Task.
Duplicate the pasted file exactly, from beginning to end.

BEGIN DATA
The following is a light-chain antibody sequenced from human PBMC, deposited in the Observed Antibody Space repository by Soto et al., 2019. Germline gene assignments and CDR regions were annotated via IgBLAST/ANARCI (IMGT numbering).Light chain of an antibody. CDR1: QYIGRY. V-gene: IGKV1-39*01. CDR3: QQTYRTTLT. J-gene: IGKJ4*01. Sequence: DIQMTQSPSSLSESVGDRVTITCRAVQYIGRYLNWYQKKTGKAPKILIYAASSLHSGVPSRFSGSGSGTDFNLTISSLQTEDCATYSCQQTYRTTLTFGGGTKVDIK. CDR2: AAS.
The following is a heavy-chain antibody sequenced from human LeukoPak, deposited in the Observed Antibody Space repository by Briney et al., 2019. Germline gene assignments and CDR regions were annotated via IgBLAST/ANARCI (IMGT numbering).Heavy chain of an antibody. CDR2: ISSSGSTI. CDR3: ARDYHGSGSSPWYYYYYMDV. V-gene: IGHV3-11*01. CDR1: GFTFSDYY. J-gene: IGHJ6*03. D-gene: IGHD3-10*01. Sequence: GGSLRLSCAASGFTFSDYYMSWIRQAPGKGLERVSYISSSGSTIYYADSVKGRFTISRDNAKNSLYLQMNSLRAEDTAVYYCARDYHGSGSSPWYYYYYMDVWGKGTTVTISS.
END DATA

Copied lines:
The following is a light-chain antibody sequenced from human PBMC, deposited in the Observed Antibody Space repository by Soto et al., 2019. Germline gene assignments and CDR regions were annotated via IgBLAST/ANARCI (IMGT numbering).Light chain of an antibody. CDR1: QYIGRY. V-gene: IGKV1-39*01. CDR3: QQTYRTTLT. J-gene: IGKJ4*01. Sequence: DIQMTQSPSSLSESVGDRVTITCRAVQYIGRYLNWYQKKTGKAPKILIYAASSLHSGVPSRFSGSGSGTDFNLTISSLQTEDCATYSCQQTYRTTLTFGGGTKVDIK. CDR2: AAS.
The following is a heavy-chain antibody sequenced from human LeukoPak, deposited in the Observed Antibody Space repository by Briney et al., 2019. Germline gene assignments and CDR regions were annotated via IgBLAST/ANARCI (IMGT numbering).Heavy chain of an antibody. CDR2: ISSSGSTI. CDR3: ARDYHGSGSSPWYYYYYMDV. V-gene: IGHV3-11*01. CDR1: GFTFSDYY. J-gene: IGHJ6*03. D-gene: IGHD3-10*01. Sequence: GGSLRLSCAASGFTFSDYYMSWIRQAPGKGLERVSYISSSGSTIYYADSVKGRFTISRDNAKNSLYLQMNSLRAEDTAVYYCARDYHGSGSSPWYYYYYMDVWGKGTTVTISS.